A recently published study in the UK and Fisher’s investigation of a VA system in the United States revealed delays in CRC diagnosis in patients with comorbid conditions.23,35 In our study, the number of comorbid chronic conditions was not associated with receipt of colonoscopy. However, we did observe that even after adjusting for the number of chronic conditions, patients with more primary care visits unrelated to rectal bleeding were less likely to complete colonoscopies that were ordered, suggesting that patients and physicians may have been attending to competing health priorities rather than pursuing evaluation of the rectal bleeding. Patients from non-white racial/ethnic backgrounds and with low-income/Medicaid insurance had the same likelihood of receiving recommended colonoscopies as those from white racial/ethnic backgrounds and commercial or Medicare insurance. Shields et al. performed an evaluation of rectal bleeding from 2006 to 2008 in the same primary care network, showing significant disparities in care.22 Our findings may represent a change in practice patterns or interventions aimed at detecting patients at risk of diagnostic delay in order to prevent such delays. Studies have demonstrated that alert systems such as electronic health record-based trigger algorithms and the use of patient navigator programs can help improve cancer screening rates and prevent prolonged diagnostic evaluation.3642 The similar odds of delivering a colonoscopy for low-income and non-white patients may be due in part to additional care coordination or patient navigation personnel that were present in all practices during the study. Previous research has shown that patient navigation can reduce disparities in colorectal cancer prevention for racial/ethnic minority populations.37,38,4245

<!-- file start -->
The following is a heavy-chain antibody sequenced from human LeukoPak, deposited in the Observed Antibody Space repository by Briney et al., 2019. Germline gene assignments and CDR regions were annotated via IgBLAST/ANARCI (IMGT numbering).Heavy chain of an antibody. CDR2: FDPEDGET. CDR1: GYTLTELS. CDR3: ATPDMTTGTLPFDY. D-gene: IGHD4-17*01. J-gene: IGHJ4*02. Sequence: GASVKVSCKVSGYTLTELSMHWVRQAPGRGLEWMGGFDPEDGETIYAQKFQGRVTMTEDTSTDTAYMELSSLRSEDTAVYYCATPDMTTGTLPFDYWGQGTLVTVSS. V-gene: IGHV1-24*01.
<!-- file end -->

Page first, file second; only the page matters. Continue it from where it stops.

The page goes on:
Our study’s main limitation is that it relied on information documented in patient charts, which may not have represented all the care that was delivered. However, documented care is what quality improvement interventions rely on to understand how to improve clinical performance, and what malpractice claims rely upon in court cases, so documented care is a very important source of information about patient care. Additionally, in many ways, the electronic health record systems that we accessed to conduct this study enabled us to take account of data that were previously not as readily available, such as information about visit patterns that may help explain lower colonoscopy rates. A second important limitation of our study is the unknown generalizability to non-academic primary care practices or to other academic centers.